from Wiktionary, Creative Commons Attribution/Share-Alike License
- n. A kind of fine white bread or cake.
from the GNU version of the Collaborative International Dictionary of English
- n. A kind of white and fine bread or cake; -- called also wastel bread, and wastel cake.
from The Century Dictionary and Cyclopedia
- n. A cake.
- n. In heraldry, a bearing representing a round cake.
The other word I was stumped by is wastel, which is a bread made of fine flour.
“Swear by wine and wastel-bread, for these are the props of thy life, thou greedy Southron!” said Dame
Mysie made no answer, but began to knead dough for wastel-cake with all despatch, observing that Sir Piercie had partaken of that dainty, and commended it upon the preceding day.
Nor were the good folks of those days without their simnels, cracknels, and other sorts of cakes for the table, among which in the wastel we recognise the equivalent of the modern
Gaylede: Take almaunde mylke and flowre of rys, and do therto sugre or hony, and powder gyngere; then take fygs, and kerve them ato, or roysonys yhole, or harde wastel ydicyd and coloure it with saunderys and sette it and dresse hem yn.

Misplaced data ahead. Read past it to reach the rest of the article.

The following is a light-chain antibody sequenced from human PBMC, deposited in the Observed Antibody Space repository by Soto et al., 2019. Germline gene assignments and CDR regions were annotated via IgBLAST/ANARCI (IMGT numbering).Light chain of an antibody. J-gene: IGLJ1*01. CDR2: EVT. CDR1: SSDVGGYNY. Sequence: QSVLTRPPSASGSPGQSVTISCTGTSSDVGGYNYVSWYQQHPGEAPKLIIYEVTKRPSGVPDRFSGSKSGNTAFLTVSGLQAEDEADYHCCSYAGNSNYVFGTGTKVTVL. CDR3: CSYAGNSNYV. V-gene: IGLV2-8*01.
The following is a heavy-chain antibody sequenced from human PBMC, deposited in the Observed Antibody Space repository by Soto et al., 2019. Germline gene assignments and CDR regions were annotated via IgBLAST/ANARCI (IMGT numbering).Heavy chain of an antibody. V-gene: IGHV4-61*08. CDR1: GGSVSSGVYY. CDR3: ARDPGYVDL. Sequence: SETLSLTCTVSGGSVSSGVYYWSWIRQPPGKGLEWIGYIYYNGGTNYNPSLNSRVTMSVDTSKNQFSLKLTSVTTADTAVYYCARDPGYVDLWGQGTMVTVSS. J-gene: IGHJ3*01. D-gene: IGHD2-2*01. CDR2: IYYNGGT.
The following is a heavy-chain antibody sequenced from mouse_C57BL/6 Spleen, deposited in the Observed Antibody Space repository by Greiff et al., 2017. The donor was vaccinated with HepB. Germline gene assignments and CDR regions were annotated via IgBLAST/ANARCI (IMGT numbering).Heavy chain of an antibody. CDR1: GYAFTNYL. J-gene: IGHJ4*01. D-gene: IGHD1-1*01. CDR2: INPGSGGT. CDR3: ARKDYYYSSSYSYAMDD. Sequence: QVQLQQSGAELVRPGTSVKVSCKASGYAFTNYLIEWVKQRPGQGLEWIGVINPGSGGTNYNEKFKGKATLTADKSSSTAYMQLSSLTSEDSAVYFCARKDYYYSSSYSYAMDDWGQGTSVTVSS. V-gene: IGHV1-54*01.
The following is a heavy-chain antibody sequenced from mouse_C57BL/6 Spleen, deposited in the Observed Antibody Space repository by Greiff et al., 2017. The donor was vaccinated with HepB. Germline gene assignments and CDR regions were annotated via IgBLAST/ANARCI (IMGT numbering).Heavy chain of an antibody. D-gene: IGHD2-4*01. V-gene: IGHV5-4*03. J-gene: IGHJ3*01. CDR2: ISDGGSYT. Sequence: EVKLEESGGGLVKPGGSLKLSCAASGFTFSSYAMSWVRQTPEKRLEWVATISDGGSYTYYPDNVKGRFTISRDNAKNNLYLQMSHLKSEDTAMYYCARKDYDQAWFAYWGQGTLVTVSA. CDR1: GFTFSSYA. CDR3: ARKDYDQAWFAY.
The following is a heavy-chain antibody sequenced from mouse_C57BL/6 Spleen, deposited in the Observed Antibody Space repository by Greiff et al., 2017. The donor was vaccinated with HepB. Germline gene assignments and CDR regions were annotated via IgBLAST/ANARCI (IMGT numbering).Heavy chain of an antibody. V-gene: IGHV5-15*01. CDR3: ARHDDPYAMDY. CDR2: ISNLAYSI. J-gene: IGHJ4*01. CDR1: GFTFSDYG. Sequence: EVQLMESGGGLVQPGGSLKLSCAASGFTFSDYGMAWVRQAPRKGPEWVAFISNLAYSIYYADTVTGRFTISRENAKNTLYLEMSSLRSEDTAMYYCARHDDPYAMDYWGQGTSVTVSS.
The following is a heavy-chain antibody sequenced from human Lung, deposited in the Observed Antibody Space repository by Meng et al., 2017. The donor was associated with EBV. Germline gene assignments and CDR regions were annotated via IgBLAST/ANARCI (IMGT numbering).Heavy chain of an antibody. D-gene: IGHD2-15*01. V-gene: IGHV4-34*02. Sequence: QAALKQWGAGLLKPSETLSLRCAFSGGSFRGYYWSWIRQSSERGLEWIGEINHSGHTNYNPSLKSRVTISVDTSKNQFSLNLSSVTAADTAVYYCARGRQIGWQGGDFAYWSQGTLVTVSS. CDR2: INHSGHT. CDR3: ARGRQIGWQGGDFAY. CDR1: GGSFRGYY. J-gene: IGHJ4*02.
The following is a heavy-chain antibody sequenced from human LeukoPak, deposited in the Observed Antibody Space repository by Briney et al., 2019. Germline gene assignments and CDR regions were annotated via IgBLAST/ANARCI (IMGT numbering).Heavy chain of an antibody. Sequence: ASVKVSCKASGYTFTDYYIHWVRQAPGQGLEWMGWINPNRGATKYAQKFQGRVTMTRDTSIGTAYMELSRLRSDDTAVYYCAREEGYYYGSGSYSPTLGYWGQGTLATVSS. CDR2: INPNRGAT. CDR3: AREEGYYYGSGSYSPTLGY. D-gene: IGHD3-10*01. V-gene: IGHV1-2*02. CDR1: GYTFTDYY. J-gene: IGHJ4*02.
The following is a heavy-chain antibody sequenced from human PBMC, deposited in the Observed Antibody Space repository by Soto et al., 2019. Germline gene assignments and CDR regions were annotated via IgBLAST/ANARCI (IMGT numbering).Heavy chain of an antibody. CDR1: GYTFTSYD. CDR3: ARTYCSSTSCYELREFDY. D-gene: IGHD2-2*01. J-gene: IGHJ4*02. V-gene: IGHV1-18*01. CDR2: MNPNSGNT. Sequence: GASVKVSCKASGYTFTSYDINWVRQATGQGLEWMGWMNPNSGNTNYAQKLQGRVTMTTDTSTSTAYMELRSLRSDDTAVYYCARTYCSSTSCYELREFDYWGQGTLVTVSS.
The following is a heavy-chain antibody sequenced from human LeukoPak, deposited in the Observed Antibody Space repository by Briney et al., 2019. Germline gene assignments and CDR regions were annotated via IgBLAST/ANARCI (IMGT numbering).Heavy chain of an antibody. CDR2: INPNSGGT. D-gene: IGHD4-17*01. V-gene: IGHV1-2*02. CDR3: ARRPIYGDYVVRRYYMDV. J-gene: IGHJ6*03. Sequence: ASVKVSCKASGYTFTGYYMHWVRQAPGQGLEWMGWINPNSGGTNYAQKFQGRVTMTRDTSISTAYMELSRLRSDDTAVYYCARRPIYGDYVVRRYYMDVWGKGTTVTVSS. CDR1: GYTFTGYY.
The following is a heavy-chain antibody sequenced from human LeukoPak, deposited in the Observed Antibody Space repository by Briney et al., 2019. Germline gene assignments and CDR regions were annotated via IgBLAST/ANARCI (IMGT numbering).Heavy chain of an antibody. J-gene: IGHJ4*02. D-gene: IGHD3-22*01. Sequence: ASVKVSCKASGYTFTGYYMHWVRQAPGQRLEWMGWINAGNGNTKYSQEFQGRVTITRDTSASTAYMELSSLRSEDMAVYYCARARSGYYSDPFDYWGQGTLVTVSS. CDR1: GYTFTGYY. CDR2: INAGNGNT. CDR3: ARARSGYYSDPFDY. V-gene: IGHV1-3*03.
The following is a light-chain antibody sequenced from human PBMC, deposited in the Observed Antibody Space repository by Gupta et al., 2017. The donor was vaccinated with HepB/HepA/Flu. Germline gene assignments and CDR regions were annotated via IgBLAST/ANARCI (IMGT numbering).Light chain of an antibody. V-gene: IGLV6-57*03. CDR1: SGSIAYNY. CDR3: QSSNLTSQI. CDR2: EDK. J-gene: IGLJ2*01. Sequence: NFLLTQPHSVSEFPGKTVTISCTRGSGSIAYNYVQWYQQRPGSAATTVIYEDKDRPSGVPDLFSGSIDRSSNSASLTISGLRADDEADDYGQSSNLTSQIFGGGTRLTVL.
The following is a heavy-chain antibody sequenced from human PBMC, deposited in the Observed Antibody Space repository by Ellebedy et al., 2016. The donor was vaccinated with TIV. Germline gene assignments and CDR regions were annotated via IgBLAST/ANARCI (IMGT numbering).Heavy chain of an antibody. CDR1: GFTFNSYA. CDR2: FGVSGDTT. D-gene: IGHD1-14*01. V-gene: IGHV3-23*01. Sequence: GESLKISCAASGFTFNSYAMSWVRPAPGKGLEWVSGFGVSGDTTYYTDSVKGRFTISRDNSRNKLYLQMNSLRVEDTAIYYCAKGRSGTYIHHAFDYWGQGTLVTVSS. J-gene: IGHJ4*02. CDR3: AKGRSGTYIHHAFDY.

Her sisters, who were now grand ladies with husbands and manors of their own, and her old father, and all the great people of the county came to congratulate her; and after that they used often to drop in for a dinner of chickens and wine and wastel bread if they passed the house on a journey, and sometimes they spent the night there.
One archbishop had to forbid an abbess whom he visited to keep _monkeys and a number of dogs_ in her own chamber and charged her at the same time with stinting her nuns in food; one can guess what became of the roasted flesh or milk and wastel-breed!
On the corners of the table were trenchers of white bread -- wastel, cocket, manchet, of fine wheaten flour, -- and brown bread of barley, millet and rye.
When wheat is at twelve shillings the quarter, says an antient statute of Henry III., then wastel bread of a farthing shall weigh eleven shillings and four pence.
And cat what liketh thee of dainty wastel-bread And take what thou mayst get of silver small and bright